When I write scenarios set in real places, I tend to research them quite thoroughly to avoid cries of “the town hall’s really on X street” or “that building burned down 10 years before your scenario is set”, etc. Where possible, I even try to visit the places to get a better feel for them. When I heard that there was really a place called Dunwich (admittedly here in the UK rather than in Lovecraft Country), I couldn’t pass up the chance to go there and have a look around for myself.
Passing Bedford and Cambridge, then heading down the A14, I left the main highway at Stowmarket and began a 30 mile trek across rural Suffolk along a route the signs indicated was a “tourist trail”. Driving through one village after another, the route is definitely a pleasant one and I’d recommend it to anyone looking for a piece of picturesque rural England. There’s plenty to do along the route too, including local crafts, birds of prey centers, sightseeing locations, etc. After the best part of an hour, the normal two-lane roads devolved into unmarked lanes where passing was a little tight at times, flanked on both sides by high hedgerows. Not long after, I came to a sign under a line of trees which proclaimed “Welcome to Dunwich”.
Along the main road into the village, I passed a stone wall on my right-hand side that was soon identifiable as the ruins of the Greyfriars Monastery.
At the end of the road, in the heart of the village itself, a sign directed me to the seaside car park. Here, among the dunes and overlooked by the visitor center and cafe, I parked and instantly regretted not bringing a coat with me. When I’d set off, the weather had been warm (Yes, dear reader, contrary to popular belief, we do actually have warm weather in the UK! It might not happen often, but it had actually been warm all week leading up to this weekend in June), but on the exposed coastline, the wind coming in off the sea make it feel closer to autumn than to summer.
The information display in the car park gives a quick overview of what makes the village a place of interest for sightseeing tourists. Over the centuries, the Suffolk coastline has been eroded at a tremendous rate and much of the great town of Dunwich has consequently fallen into the sea. The map on display there illustrates just how much has been lost over the centuries. The whole upper half of the map below is now gone.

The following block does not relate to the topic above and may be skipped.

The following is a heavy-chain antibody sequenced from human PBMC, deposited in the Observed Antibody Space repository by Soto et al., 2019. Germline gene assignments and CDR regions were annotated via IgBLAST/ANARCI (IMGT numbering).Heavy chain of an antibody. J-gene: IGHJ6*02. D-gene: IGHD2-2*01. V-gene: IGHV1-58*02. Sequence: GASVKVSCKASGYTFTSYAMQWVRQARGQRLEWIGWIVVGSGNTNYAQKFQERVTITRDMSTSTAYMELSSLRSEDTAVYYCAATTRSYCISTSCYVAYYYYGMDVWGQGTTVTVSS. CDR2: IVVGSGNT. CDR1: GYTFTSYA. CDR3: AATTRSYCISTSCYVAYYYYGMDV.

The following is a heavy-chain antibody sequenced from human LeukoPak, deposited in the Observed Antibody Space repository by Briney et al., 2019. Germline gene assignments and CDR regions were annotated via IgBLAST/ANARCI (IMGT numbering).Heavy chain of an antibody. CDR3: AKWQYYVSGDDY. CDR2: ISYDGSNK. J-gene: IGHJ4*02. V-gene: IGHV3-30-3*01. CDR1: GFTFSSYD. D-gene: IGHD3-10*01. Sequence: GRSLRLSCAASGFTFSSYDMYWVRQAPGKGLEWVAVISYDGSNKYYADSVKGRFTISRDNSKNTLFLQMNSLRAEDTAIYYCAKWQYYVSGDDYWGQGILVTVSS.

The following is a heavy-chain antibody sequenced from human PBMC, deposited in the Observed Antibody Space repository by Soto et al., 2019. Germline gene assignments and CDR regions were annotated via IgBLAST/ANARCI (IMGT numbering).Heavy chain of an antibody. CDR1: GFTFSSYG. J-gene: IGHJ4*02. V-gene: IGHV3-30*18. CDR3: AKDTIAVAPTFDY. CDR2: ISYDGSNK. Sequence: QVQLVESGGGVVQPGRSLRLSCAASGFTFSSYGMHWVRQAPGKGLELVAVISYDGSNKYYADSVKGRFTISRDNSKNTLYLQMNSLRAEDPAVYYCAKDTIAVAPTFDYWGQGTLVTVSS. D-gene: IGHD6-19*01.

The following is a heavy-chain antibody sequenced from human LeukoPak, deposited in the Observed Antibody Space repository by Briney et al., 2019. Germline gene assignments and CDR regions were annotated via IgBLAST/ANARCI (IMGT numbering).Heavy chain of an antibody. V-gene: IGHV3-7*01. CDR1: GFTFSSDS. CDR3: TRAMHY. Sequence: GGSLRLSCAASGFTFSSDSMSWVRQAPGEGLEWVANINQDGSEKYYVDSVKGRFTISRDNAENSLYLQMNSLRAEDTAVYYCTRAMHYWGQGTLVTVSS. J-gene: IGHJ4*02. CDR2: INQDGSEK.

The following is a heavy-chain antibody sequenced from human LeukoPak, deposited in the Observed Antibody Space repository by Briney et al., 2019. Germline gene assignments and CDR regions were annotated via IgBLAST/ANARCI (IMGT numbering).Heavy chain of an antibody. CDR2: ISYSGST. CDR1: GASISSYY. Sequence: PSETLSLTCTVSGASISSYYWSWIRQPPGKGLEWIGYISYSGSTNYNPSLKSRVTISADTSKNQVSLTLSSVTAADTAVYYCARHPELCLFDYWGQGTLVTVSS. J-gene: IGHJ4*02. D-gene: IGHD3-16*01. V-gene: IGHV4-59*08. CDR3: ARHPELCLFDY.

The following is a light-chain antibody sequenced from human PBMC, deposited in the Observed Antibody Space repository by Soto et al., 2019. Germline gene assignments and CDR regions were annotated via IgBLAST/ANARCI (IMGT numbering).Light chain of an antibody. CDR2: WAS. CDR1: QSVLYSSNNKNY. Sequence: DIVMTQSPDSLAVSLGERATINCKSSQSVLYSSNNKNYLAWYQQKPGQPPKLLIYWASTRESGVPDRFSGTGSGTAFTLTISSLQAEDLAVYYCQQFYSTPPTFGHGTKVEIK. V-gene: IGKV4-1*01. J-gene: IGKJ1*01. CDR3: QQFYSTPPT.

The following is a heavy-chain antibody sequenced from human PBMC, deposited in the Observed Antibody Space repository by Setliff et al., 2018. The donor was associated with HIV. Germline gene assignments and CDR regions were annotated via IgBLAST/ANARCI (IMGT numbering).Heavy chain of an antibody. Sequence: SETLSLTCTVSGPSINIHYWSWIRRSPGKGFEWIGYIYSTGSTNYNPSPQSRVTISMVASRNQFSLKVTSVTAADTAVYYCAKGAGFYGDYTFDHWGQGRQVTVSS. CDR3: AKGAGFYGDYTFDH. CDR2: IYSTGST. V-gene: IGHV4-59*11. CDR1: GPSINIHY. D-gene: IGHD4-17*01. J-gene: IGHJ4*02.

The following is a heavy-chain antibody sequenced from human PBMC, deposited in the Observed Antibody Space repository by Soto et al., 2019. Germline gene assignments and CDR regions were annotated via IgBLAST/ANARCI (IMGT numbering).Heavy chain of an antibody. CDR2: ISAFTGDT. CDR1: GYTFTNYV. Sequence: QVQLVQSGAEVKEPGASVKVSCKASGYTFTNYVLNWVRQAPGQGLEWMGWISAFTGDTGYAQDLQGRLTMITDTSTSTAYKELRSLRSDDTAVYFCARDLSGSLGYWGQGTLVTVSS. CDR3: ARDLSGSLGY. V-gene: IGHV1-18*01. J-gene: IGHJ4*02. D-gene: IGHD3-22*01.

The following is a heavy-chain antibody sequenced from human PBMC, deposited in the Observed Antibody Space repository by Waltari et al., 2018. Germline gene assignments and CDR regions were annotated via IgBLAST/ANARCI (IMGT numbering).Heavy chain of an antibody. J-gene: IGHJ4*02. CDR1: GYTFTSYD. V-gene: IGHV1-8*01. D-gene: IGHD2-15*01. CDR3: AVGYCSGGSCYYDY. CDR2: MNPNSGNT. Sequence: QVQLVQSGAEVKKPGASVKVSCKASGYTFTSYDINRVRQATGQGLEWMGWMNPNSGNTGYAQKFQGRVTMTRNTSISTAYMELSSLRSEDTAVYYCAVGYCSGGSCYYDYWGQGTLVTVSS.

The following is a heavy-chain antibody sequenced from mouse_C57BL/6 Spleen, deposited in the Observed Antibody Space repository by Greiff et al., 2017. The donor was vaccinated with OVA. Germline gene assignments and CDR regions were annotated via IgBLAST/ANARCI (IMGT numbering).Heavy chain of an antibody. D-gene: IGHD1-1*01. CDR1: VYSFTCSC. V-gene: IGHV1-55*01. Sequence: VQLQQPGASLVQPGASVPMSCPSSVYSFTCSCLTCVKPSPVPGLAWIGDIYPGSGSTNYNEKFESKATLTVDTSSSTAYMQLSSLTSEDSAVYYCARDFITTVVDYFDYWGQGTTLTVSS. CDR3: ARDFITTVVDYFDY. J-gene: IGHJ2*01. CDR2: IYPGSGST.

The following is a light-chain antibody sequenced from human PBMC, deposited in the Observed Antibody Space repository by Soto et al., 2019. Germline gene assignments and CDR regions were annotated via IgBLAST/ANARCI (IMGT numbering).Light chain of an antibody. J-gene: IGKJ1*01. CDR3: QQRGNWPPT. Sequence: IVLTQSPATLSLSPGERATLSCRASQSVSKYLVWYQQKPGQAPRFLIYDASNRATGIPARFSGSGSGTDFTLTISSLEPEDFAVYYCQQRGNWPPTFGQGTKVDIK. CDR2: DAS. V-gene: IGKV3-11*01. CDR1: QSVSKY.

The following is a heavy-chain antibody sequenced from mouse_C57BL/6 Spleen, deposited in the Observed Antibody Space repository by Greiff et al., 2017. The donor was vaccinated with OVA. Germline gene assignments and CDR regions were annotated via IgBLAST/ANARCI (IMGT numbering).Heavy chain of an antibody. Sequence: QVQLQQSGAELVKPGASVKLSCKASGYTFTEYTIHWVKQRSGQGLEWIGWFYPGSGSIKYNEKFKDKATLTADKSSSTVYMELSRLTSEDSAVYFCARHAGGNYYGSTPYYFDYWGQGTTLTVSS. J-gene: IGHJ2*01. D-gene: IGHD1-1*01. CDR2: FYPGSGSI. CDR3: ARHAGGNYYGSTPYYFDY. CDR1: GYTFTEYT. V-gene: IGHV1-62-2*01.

The beach itself is stony and surprisingly loose under-foot. More than once my heels sank into the shingle as I wandered up and down the shore, looking towards Walberswick to the north and the cliffs to the south.
Heading into the village itself, my first port of call was the Dunwich Museum.
Having been in operation for many years now, the museum chronicles the history of the area from Roman times onward. The lower floor is home to an impressive model recreation of the map above. Alongside a series of panels that detail the different phases of history are items that have been found in the area and out at sea – pieces of masonry, pottery, coins, and a huge bronze canon. Here, one can learn that Dunwich was, centuries ago, one of the largest ports in on the East Anglia coast. It was a prosperous harbor and its profitable fishing industry led to it becoming one of the largest settlements in the area. Whilst measures were historically taken to defend the cliffs from coastal erosion, two tremendous storms in 1287 and 1328 ripped the heart of the community, plunging much of the town into the sea and depositing huge amounts of shingle that ultimately clogged up the bay. With the port no longer viable, the town began to decline. The sea-defenses were no longer maintained and the town slid ever-more into the sea. Even now, it’s only a matter of time before the coast retreats further inland and claims the rest of the village.